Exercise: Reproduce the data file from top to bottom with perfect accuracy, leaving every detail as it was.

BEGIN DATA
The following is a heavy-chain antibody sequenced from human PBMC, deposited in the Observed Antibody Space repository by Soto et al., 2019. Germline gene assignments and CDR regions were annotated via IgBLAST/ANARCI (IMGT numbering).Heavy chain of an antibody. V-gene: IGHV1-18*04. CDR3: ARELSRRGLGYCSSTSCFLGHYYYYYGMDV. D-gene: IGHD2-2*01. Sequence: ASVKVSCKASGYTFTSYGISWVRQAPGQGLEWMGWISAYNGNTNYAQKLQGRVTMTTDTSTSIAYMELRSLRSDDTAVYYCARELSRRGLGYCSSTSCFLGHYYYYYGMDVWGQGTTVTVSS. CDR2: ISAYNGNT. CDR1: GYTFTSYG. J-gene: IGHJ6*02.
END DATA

The following is a heavy-chain antibody sequenced from human PBMC, deposited in the Observed Antibody Space repository by Soto et al., 2019. Germline gene assignments and CDR regions were annotated via IgBLAST/ANARCI (IMGT numbering).Heavy chain of an antibody. V-gene: IGHV1-18*04. CDR3: ARELSRRGLGYCSSTSCFLGHYYYYYGMDV. D-gene: IGHD2-2*01. Sequence: ASVKVSCKASGYTFTSYGISWVRQAPGQGLEWMGWISAYNGNTNYAQKLQGRVTMTTDTSTSIAYMELRSLRSDDTAVYYCARELSRRGLGYCSSTSCFLGHYYYYYGMDVWGQGTTVTVSS. CDR2: ISAYNGNT. CDR1: GYTFTSYG. J-gene: IGHJ6*02.